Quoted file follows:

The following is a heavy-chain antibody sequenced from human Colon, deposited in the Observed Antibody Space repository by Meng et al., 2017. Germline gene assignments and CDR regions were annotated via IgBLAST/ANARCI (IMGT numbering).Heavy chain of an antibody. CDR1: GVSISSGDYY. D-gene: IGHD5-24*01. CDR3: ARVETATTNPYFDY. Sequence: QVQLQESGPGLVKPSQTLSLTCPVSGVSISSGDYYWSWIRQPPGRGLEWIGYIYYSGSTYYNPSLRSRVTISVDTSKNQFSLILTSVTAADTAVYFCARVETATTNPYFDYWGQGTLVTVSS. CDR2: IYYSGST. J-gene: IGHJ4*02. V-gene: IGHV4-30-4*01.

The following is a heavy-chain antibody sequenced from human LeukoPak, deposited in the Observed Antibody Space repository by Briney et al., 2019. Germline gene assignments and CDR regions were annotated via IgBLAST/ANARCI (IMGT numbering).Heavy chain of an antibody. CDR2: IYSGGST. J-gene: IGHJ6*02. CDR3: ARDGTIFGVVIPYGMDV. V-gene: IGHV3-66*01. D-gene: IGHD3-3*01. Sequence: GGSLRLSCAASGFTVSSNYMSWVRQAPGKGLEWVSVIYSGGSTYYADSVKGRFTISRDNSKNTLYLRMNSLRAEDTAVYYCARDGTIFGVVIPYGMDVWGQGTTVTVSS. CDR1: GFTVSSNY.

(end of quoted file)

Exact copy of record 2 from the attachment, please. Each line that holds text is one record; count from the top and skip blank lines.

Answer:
The following is a heavy-chain antibody sequenced from human LeukoPak, deposited in the Observed Antibody Space repository by Briney et al., 2019. Germline gene assignments and CDR regions were annotated via IgBLAST/ANARCI (IMGT numbering).Heavy chain of an antibody. CDR2: IYSGGST. J-gene: IGHJ6*02. CDR3: ARDGTIFGVVIPYGMDV. V-gene: IGHV3-66*01. D-gene: IGHD3-3*01. Sequence: GGSLRLSCAASGFTVSSNYMSWVRQAPGKGLEWVSVIYSGGSTYYADSVKGRFTISRDNSKNTLYLRMNSLRAEDTAVYYCARDGTIFGVVIPYGMDVWGQGTTVTVSS. CDR1: GFTVSSNY.